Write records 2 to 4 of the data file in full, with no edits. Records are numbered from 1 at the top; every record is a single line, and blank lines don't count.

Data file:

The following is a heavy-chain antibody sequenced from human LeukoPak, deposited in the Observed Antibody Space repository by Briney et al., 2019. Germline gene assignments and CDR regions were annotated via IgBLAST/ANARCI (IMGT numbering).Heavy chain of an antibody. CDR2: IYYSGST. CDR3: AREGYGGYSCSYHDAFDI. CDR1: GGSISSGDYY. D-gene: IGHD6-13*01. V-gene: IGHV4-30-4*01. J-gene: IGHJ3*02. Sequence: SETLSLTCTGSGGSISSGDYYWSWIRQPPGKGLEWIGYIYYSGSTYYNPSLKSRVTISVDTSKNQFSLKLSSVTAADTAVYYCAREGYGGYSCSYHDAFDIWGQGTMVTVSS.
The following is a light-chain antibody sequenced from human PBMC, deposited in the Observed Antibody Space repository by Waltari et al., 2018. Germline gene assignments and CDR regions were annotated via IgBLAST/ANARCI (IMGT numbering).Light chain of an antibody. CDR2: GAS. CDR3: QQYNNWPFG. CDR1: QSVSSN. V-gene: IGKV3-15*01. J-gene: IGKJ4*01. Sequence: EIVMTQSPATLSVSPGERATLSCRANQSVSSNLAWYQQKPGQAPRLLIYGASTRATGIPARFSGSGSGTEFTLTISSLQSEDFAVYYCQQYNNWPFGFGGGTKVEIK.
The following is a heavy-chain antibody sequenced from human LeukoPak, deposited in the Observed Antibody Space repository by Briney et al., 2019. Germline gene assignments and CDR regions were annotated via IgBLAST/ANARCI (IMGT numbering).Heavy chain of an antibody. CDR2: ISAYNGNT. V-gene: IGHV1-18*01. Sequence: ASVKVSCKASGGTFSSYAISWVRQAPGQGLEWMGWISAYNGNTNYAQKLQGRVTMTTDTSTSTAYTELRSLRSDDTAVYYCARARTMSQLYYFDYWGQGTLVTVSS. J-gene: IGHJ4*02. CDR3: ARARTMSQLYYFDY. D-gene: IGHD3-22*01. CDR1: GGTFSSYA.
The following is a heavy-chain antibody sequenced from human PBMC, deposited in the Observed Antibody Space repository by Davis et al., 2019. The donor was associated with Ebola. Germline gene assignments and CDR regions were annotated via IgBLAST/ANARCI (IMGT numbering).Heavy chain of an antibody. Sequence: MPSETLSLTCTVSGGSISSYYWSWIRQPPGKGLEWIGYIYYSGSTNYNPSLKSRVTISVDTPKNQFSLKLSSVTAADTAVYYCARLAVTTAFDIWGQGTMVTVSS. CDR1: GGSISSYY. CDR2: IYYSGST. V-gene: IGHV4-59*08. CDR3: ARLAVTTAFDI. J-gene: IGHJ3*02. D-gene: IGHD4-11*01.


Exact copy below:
The following is a light-chain antibody sequenced from human PBMC, deposited in the Observed Antibody Space repository by Waltari et al., 2018. Germline gene assignments and CDR regions were annotated via IgBLAST/ANARCI (IMGT numbering).Light chain of an antibody. CDR2: GAS. CDR3: QQYNNWPFG. CDR1: QSVSSN. V-gene: IGKV3-15*01. J-gene: IGKJ4*01. Sequence: EIVMTQSPATLSVSPGERATLSCRANQSVSSNLAWYQQKPGQAPRLLIYGASTRATGIPARFSGSGSGTEFTLTISSLQSEDFAVYYCQQYNNWPFGFGGGTKVEIK.
The following is a heavy-chain antibody sequenced from human LeukoPak, deposited in the Observed Antibody Space repository by Briney et al., 2019. Germline gene assignments and CDR regions were annotated via IgBLAST/ANARCI (IMGT numbering).Heavy chain of an antibody. CDR2: ISAYNGNT. V-gene: IGHV1-18*01. Sequence: ASVKVSCKASGGTFSSYAISWVRQAPGQGLEWMGWISAYNGNTNYAQKLQGRVTMTTDTSTSTAYTELRSLRSDDTAVYYCARARTMSQLYYFDYWGQGTLVTVSS. J-gene: IGHJ4*02. CDR3: ARARTMSQLYYFDY. D-gene: IGHD3-22*01. CDR1: GGTFSSYA.
The following is a heavy-chain antibody sequenced from human PBMC, deposited in the Observed Antibody Space repository by Davis et al., 2019. The donor was associated with Ebola. Germline gene assignments and CDR regions were annotated via IgBLAST/ANARCI (IMGT numbering).Heavy chain of an antibody. Sequence: MPSETLSLTCTVSGGSISSYYWSWIRQPPGKGLEWIGYIYYSGSTNYNPSLKSRVTISVDTPKNQFSLKLSSVTAADTAVYYCARLAVTTAFDIWGQGTMVTVSS. CDR1: GGSISSYY. CDR2: IYYSGST. V-gene: IGHV4-59*08. CDR3: ARLAVTTAFDI. J-gene: IGHJ3*02. D-gene: IGHD4-11*01.